Frequently, however, adverse physical reactions result directly from an overdose. Heavy overdoses can be remarkably unpleasant and temporarily debilitating, but never fatal. Symptoms range from anxiety, panic, excitement, hallucinations, and a racing heartbeat at the beginning to immobility, torpor, and even unconsciousness after a while. Again, though, the effects are all temporary and tend to wear off after a few hours of sleep with no antidote or medication required.
Overdoses are less likely with inhaled marijuana than with oral ingestion, because smokers will be able to sense instantly when they have had enough or when the psychoactive content of the drug is too high. Occasionally smokers might step “one toke over the line” prior to sensing that they are too high and need to stop. Oral doses are harder to quantify because you can eat several “doses” of brownie and not feel any different until an hour or two later.
Cannabis poisonings were considerably more common at the turn of the 20th century when medicinal preparations would be dispensed in potent tonics containing hundreds of doses per fluid ounce.
Read more: http://www.theweedblog.com
Sour OG - Hybrid
Category: Nugs | Posted on Mon, March, 24th 2014 by THCFinder
Sour OG is a cross of Sour Diesel and OG Kush. A very nice weed to smoke, not overly powerful but provides a relaxing yet energetic high. Great for chilling with friends and laughing.
Prosecutors Can't Go After Family Treating Child's Seizures With Marijuana Extract, Judge Rules
Category: Culture | Posted on Mon, March, 24th 2014 by THCFinder
Five-year-old Zander Welton was able for the first time to hold a fork on his own and sleep through the night last year, after his doctor treated his seizures with a medical marijuana extract. But after several county attorneys in Zander’s state of Arizona threatened felony prosecution for using the marijuana in extract form, Zander’s parents stopped giving him the treatment.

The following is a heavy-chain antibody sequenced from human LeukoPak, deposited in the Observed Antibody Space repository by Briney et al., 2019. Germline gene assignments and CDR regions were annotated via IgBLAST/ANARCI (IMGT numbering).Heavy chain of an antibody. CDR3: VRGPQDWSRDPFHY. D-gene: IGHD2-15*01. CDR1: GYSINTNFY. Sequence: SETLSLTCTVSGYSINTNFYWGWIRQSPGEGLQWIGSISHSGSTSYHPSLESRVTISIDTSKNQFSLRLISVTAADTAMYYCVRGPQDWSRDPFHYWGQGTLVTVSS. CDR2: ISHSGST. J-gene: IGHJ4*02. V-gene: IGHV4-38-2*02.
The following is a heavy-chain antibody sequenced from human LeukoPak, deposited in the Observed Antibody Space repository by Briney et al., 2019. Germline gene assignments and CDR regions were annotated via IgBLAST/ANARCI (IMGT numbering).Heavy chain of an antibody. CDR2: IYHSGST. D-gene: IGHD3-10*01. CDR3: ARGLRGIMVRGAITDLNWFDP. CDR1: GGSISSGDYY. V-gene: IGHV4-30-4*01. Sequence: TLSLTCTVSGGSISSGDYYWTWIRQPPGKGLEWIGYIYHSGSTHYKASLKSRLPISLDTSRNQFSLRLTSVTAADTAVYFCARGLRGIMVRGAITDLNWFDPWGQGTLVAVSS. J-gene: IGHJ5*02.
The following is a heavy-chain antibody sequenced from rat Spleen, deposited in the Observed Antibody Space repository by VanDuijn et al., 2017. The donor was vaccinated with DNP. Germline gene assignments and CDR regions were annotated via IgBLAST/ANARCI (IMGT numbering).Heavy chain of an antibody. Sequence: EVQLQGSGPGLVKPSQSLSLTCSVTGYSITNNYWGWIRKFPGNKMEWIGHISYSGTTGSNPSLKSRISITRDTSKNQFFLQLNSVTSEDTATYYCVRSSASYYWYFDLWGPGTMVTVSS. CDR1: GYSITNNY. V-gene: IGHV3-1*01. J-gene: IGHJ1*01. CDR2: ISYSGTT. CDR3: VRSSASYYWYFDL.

An Arizona court ruled Friday that Zander’s parents could start treating him again, finding that Arizona’s medical marijuana law allows consumption of the plant in extract form.
Zander’s parents turned to medical marijuana after pharmaceuticals and even two brain surgeries failed to heal Zander. Like many children with debilitating seizures, Zander was unable to perform even simple tasks like speaking and running. After taking the marijuana extract, Zander’s parents say in their lawsuit that he made “striking developmental progress.” But the treatment works best for young children when in extract form. Heating it — when smoked or infused in a tea — releases the plant’s psychoactive properties, which is precisely what his parents are trying to avoid. And simply crushing up the dried leaves and putting it in his food has proven difficult to ingest and imprecise.
Maricopa County Attorney Bill Montgomery had argued that the 2010 medical marijuana law passed by ballot initiative prohibits “concentrating the chemicals in the marijuana flower” and had threatened to prosecute those like the Weltons who use the extract. But Maricopa County Superior Court Judge Katherine Cooper concluded not only that the statute contains no such prohibition, but that “[c]onstraining patients’ medical marijuana options contradicts the stated purpose of the AMMA [Arizona Medical Marijuana Act] — to ‘protect patients with debilitating medical conditions . . . from arrest and prosecution, criminal and other penalties and property forfeiture if such patients engage in the medical use of marijuana.’ ” The ruling is what is known as a “declaratory judgment,” meaning it clarifies the law, rather than rules on a particular prosecution.
Read more: http://thinkprogress.org